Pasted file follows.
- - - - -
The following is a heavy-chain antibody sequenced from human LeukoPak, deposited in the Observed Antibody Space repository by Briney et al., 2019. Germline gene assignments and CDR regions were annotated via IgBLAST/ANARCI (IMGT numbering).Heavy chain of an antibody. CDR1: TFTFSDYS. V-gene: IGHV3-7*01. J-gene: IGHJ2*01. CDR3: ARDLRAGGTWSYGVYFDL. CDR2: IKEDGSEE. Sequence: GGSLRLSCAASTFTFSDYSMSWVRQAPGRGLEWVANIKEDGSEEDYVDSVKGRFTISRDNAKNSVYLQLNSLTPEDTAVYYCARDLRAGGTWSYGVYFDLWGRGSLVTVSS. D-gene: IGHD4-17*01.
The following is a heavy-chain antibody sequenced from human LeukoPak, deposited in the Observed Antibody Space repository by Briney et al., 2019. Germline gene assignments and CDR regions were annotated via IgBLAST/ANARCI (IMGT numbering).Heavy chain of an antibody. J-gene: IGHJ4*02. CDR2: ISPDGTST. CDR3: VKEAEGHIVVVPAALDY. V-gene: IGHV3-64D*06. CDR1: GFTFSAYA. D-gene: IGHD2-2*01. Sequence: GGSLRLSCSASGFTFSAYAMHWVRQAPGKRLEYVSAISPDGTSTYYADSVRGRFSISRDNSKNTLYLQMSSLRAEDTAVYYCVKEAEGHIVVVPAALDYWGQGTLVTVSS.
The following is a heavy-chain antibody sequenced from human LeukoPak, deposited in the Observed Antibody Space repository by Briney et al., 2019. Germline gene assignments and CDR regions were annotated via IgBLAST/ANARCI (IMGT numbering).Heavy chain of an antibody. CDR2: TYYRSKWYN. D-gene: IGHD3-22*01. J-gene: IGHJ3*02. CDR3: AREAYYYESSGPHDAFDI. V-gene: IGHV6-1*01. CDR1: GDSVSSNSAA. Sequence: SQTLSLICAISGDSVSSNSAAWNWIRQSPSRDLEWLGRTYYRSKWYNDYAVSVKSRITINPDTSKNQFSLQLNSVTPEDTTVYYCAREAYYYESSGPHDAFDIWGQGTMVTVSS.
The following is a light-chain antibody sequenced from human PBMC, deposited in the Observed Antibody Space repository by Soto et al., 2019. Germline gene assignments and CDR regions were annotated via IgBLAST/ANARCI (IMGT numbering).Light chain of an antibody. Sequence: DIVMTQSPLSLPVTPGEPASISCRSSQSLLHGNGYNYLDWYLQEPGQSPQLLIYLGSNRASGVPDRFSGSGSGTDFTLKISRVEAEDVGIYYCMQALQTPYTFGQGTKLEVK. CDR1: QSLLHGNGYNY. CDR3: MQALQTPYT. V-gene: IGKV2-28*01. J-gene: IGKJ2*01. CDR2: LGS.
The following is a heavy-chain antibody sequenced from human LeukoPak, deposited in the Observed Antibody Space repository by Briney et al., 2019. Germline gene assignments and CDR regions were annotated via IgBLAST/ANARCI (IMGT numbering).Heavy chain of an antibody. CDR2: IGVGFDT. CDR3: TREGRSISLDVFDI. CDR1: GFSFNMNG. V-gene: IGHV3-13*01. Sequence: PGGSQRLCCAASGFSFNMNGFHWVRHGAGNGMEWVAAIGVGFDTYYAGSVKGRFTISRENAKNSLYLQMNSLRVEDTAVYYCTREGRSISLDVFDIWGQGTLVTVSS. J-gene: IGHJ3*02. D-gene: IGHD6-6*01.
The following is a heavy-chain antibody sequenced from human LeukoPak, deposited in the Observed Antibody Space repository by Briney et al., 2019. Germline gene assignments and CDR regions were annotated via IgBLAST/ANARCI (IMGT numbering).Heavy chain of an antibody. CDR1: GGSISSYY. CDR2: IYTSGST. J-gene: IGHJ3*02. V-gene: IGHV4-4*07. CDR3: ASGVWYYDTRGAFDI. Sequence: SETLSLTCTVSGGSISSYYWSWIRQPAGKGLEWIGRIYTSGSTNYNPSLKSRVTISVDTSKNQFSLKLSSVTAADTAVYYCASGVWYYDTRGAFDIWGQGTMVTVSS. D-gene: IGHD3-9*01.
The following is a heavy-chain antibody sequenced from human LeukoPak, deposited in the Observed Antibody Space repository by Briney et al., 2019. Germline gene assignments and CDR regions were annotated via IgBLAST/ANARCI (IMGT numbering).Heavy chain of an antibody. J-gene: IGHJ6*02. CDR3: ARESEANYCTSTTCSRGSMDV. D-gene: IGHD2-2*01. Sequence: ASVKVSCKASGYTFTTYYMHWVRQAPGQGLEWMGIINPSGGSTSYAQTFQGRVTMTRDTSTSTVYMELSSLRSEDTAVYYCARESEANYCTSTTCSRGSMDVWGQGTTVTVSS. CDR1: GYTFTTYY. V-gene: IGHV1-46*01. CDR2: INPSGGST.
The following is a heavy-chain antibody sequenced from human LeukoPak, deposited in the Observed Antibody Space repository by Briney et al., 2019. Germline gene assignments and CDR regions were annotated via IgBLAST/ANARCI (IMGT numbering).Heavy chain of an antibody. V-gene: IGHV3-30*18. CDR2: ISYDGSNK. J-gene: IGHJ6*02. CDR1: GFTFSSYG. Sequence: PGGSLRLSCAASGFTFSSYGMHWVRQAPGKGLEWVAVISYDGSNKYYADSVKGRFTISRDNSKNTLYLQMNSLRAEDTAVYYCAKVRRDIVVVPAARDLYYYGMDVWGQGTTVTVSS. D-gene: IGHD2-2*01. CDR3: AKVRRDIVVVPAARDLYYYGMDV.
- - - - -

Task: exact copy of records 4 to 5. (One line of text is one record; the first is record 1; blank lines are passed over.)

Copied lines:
The following is a light-chain antibody sequenced from human PBMC, deposited in the Observed Antibody Space repository by Soto et al., 2019. Germline gene assignments and CDR regions were annotated via IgBLAST/ANARCI (IMGT numbering).Light chain of an antibody. Sequence: DIVMTQSPLSLPVTPGEPASISCRSSQSLLHGNGYNYLDWYLQEPGQSPQLLIYLGSNRASGVPDRFSGSGSGTDFTLKISRVEAEDVGIYYCMQALQTPYTFGQGTKLEVK. CDR1: QSLLHGNGYNY. CDR3: MQALQTPYT. V-gene: IGKV2-28*01. J-gene: IGKJ2*01. CDR2: LGS.
The following is a heavy-chain antibody sequenced from human LeukoPak, deposited in the Observed Antibody Space repository by Briney et al., 2019. Germline gene assignments and CDR regions were annotated via IgBLAST/ANARCI (IMGT numbering).Heavy chain of an antibody. CDR2: IGVGFDT. CDR3: TREGRSISLDVFDI. CDR1: GFSFNMNG. V-gene: IGHV3-13*01. Sequence: PGGSQRLCCAASGFSFNMNGFHWVRHGAGNGMEWVAAIGVGFDTYYAGSVKGRFTISRENAKNSLYLQMNSLRVEDTAVYYCTREGRSISLDVFDIWGQGTLVTVSS. J-gene: IGHJ3*02. D-gene: IGHD6-6*01.